OTTAWA — A failure to clearly articulate positions on social conservative issues and a weak climate change plan are often cited as reasons the federal Conservatives failed to woo enough voters to win the last federal election.
The party’s most ardent supporters, many of them more likely to cast a ballot in the ongoing leadership race, include staunch social conservatives and fierce opponents of carbon taxes.
So the party faces a dilemma: if they were to more firmly commit not to reopen the abortion debate, and put out a more definitive plan for reducing greenhouse gas emissions, would it grow or diminish its support?
A new poll suggests the answer to that question is complicated.
The survey by Leger and the Association for Canadian Studies found that overall, 23 per cent of those polled would be more likely to vote Conservative if a Conservative government clearly committed to not reopening the debate on abortion, or allow MPs to introduce legislation on the issue. Forty-four per cent said it wouldn’t change the likelihood, while 13 per cent said it would make them less likely to vote for the Conservatives.
Among voters who intend to vote Conservative in the next election, 31 per cent say they’d be more likely to consider it if the party took a firmer stand on ending the debate. Seventeen per cent would be less likely to do, and 38 per cent say it wouldn’t change their mind either way.
The survey also explored whether voters could be persuaded if the party had a comprehensive plan to reduce greenhouse gas emissions.
As a whole, 32 per cent of those surveyed may be more likely to vote Conservative, 11 per cent would be less likely and it would not sway 44 per cent one way or the other.
Among likely Conservative voters, 33 per cent would be more likely to cast a ballot in the party’s favour, 16 per cent would be less likely and 46 per cent wouldn’t be moved either way.
The online poll of 1,521 adult Canadians was conducted June 19 to 21 and cannot be assigned a margin of error because internet-based polls are not considered random samples.
That was right after the four leadership candidates faced off in a pair of back-to-back debates, where both abortion and climate change were key issues.
With all suggesting they are best placed to challenge the Liberals, where do they stand?
Leslyn Lewis promises four specific policies to address abortion: a ban on sex-selective abortions, measures to protect women from coerced abortions, increased support for crisis pregnancy centres, and ending funding for international abortions.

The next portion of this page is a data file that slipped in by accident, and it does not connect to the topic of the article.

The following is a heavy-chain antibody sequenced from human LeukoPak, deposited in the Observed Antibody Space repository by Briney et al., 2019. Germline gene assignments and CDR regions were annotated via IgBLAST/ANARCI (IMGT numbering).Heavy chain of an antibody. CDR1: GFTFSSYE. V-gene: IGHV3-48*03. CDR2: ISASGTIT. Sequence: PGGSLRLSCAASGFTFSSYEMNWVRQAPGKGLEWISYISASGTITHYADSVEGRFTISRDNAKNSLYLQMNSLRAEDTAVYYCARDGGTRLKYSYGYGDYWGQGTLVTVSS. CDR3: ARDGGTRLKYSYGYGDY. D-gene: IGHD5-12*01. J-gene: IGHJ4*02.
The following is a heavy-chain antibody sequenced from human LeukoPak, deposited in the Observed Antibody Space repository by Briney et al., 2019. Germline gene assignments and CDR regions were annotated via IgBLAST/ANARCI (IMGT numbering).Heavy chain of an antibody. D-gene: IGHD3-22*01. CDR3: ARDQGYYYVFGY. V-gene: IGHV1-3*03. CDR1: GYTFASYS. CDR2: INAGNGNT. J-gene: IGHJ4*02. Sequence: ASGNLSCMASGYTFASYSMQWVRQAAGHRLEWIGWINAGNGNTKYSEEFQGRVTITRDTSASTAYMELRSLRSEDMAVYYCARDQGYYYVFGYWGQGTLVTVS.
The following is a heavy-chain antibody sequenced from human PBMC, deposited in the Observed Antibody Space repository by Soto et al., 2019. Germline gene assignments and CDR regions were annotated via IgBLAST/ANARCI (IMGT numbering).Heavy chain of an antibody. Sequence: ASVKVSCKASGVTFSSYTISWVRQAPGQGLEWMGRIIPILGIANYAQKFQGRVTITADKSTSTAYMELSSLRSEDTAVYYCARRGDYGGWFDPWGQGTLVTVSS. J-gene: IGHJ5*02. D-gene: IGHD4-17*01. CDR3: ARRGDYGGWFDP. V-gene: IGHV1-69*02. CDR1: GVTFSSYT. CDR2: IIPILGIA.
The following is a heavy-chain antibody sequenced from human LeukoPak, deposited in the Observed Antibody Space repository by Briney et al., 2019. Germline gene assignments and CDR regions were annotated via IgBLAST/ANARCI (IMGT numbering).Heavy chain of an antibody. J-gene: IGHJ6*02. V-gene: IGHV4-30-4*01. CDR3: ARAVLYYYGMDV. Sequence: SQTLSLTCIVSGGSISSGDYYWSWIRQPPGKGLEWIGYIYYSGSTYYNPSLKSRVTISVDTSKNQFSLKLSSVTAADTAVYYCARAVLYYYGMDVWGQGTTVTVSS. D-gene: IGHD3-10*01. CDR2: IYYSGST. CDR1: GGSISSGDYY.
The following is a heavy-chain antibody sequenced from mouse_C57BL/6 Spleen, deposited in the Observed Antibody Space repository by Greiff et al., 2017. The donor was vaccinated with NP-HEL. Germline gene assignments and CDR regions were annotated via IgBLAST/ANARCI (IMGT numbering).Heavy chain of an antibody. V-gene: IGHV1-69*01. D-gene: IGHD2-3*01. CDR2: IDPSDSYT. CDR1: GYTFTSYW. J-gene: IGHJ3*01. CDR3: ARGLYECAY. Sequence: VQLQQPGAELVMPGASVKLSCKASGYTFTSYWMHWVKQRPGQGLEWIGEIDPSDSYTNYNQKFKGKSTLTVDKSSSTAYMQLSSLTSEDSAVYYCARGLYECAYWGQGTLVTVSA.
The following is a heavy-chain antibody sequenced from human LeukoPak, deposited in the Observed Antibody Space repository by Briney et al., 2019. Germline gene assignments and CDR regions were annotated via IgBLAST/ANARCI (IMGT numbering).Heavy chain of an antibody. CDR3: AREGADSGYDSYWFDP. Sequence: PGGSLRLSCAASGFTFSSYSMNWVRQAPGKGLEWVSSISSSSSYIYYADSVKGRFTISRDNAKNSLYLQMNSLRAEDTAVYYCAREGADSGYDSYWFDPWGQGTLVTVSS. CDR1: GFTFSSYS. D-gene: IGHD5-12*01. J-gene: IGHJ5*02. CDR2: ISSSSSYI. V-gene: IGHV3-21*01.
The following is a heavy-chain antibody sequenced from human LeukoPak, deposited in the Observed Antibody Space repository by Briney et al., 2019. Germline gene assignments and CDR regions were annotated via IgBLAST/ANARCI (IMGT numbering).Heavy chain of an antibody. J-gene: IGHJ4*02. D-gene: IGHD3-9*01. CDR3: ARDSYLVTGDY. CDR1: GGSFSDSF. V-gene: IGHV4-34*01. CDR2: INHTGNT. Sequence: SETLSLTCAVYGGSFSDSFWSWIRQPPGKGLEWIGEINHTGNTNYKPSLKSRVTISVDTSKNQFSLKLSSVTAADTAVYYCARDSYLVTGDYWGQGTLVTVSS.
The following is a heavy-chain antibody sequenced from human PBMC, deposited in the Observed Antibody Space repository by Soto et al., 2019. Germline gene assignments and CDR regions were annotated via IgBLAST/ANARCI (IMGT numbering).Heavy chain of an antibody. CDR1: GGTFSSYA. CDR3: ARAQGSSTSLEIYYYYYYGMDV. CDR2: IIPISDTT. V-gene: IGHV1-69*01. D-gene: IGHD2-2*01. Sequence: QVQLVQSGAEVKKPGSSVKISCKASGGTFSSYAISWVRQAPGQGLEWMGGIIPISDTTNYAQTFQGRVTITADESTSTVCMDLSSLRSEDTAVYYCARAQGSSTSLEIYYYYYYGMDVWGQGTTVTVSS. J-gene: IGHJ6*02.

Peter MacKay supports abortion rights. He had previously said he wouldn’t allow his cabinet to vote in favour of any bills restricting abortion. More recently, he said while he hopes all MPs will adhere to official party policy that a Conservative government wouldn’t reopen the debate, he would allow free votes on conscience issues.
Erin O’Toole said during the recent leadership debate he is “pro-choice,” and believes it is a woman’s right to have an abortion. He has said MPs can bring forward whatever bills they like, and MPs will be able to vote their conscience.
Derek Sloan has a 12-point “pro-life plan.” At number one: a pledge to try to get the official party policy on not introducing laws to limit abortion repealed. He also promises to introduce legislation that could see people charged for harming two people if they harm a pregnant woman — the woman and the fetus.
While all four candidates have spoken about their respective positions on the environment — and none support broad carbon taxes — their platforms containing varying levels of details on the question of how, if at all, they’d work to reduce greenhouse gas emissions.
Lewis: Her platform bundles together promises for “responsible” resource development, encouraging green investments and renovations and funding conservationist practices. With regards to emissions, she says she’d encourage businesses to lower them.
MacKay: His platform lists five ways he says he will bring down emissions: replace coal in Canada and globally, invest in carbon sequestration, “achieving advances in technology,” increased conservation efforts, and meaningful consultation.
O’Toole: He devotes three pages of his 50-page platform to the environment and climate change. On emissions specifically, it includes getting the oil and gas sector to net-zero by incentivizing the use of technology, and promises Canada would help lower global emissions by, among other things, exporting nuclear technology and helping countries get off coal.
Sloan: He says he’d pull Canada out of the Paris climate agreement, which sets the goal of reducing emissions by 30 per cent below 2005 levels by 2030. His listed policies to date are silent on climate change.